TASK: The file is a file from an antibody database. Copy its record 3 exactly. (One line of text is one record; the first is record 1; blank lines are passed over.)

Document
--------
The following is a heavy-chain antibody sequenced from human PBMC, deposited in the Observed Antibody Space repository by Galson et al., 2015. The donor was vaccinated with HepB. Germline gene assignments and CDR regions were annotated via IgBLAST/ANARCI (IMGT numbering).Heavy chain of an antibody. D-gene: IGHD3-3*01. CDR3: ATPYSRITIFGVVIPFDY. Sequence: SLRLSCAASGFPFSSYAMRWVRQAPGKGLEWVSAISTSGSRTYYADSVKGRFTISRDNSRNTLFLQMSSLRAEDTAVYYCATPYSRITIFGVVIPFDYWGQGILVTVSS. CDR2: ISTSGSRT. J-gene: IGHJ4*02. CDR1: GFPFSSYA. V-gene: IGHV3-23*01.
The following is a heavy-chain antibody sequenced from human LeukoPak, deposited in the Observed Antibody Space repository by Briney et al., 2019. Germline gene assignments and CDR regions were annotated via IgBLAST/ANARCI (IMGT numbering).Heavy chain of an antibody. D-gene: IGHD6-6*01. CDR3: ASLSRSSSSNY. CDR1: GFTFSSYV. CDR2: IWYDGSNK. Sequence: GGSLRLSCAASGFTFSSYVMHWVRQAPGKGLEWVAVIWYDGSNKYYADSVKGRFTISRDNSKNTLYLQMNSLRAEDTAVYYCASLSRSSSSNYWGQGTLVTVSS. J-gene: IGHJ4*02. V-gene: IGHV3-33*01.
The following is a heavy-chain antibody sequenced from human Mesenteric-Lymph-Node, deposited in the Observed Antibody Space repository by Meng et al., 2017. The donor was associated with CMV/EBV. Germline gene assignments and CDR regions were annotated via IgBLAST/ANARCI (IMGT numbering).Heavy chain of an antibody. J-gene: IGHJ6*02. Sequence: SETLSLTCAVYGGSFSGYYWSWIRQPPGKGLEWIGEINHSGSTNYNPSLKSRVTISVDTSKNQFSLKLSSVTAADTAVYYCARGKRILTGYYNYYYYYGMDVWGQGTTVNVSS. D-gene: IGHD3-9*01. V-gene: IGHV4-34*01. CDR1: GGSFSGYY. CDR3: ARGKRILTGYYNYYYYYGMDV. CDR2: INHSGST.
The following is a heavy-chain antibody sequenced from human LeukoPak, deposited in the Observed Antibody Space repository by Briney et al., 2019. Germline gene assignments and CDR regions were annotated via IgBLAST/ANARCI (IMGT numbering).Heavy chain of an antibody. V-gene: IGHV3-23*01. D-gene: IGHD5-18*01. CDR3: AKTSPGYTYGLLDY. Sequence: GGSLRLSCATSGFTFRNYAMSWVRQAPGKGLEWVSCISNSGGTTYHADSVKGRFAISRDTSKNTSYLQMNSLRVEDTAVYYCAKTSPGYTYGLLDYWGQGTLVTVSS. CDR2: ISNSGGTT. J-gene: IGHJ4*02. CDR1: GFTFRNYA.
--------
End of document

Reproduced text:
The following is a heavy-chain antibody sequenced from human Mesenteric-Lymph-Node, deposited in the Observed Antibody Space repository by Meng et al., 2017. The donor was associated with CMV/EBV. Germline gene assignments and CDR regions were annotated via IgBLAST/ANARCI (IMGT numbering).Heavy chain of an antibody. J-gene: IGHJ6*02. Sequence: SETLSLTCAVYGGSFSGYYWSWIRQPPGKGLEWIGEINHSGSTNYNPSLKSRVTISVDTSKNQFSLKLSSVTAADTAVYYCARGKRILTGYYNYYYYYGMDVWGQGTTVNVSS. D-gene: IGHD3-9*01. V-gene: IGHV4-34*01. CDR1: GGSFSGYY. CDR3: ARGKRILTGYYNYYYYYGMDV. CDR2: INHSGST.